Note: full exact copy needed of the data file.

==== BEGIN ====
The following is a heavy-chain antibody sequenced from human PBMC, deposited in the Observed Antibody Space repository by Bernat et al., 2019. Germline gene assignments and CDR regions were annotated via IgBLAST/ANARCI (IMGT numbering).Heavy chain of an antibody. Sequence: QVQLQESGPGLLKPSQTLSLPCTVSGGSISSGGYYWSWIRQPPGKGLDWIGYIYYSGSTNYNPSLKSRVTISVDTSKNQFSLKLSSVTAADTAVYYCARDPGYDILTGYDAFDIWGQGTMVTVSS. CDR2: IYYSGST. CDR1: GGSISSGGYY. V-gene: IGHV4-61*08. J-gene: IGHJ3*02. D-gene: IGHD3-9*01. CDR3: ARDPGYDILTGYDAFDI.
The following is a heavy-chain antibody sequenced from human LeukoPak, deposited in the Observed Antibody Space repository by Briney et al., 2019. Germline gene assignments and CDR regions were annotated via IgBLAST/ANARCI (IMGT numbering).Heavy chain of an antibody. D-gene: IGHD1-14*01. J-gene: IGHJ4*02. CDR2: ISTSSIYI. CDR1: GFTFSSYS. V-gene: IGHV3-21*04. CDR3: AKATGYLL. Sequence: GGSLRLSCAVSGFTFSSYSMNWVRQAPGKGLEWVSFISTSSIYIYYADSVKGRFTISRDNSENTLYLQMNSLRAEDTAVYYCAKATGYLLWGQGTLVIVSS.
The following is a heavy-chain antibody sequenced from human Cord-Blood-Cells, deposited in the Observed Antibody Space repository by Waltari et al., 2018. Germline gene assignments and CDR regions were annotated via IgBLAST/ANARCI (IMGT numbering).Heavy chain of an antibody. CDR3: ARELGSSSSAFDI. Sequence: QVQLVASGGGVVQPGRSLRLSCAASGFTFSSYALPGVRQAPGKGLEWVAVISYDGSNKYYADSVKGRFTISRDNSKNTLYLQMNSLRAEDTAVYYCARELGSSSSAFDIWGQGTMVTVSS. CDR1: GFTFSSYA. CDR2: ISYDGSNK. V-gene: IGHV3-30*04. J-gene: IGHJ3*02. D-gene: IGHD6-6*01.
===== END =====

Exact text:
The following is a heavy-chain antibody sequenced from human PBMC, deposited in the Observed Antibody Space repository by Bernat et al., 2019. Germline gene assignments and CDR regions were annotated via IgBLAST/ANARCI (IMGT numbering).Heavy chain of an antibody. Sequence: QVQLQESGPGLLKPSQTLSLPCTVSGGSISSGGYYWSWIRQPPGKGLDWIGYIYYSGSTNYNPSLKSRVTISVDTSKNQFSLKLSSVTAADTAVYYCARDPGYDILTGYDAFDIWGQGTMVTVSS. CDR2: IYYSGST. CDR1: GGSISSGGYY. V-gene: IGHV4-61*08. J-gene: IGHJ3*02. D-gene: IGHD3-9*01. CDR3: ARDPGYDILTGYDAFDI.
The following is a heavy-chain antibody sequenced from human LeukoPak, deposited in the Observed Antibody Space repository by Briney et al., 2019. Germline gene assignments and CDR regions were annotated via IgBLAST/ANARCI (IMGT numbering).Heavy chain of an antibody. D-gene: IGHD1-14*01. J-gene: IGHJ4*02. CDR2: ISTSSIYI. CDR1: GFTFSSYS. V-gene: IGHV3-21*04. CDR3: AKATGYLL. Sequence: GGSLRLSCAVSGFTFSSYSMNWVRQAPGKGLEWVSFISTSSIYIYYADSVKGRFTISRDNSENTLYLQMNSLRAEDTAVYYCAKATGYLLWGQGTLVIVSS.
The following is a heavy-chain antibody sequenced from human Cord-Blood-Cells, deposited in the Observed Antibody Space repository by Waltari et al., 2018. Germline gene assignments and CDR regions were annotated via IgBLAST/ANARCI (IMGT numbering).Heavy chain of an antibody. CDR3: ARELGSSSSAFDI. Sequence: QVQLVASGGGVVQPGRSLRLSCAASGFTFSSYALPGVRQAPGKGLEWVAVISYDGSNKYYADSVKGRFTISRDNSKNTLYLQMNSLRAEDTAVYYCARELGSSSSAFDIWGQGTMVTVSS. CDR1: GFTFSSYA. CDR2: ISYDGSNK. V-gene: IGHV3-30*04. J-gene: IGHJ3*02. D-gene: IGHD6-6*01.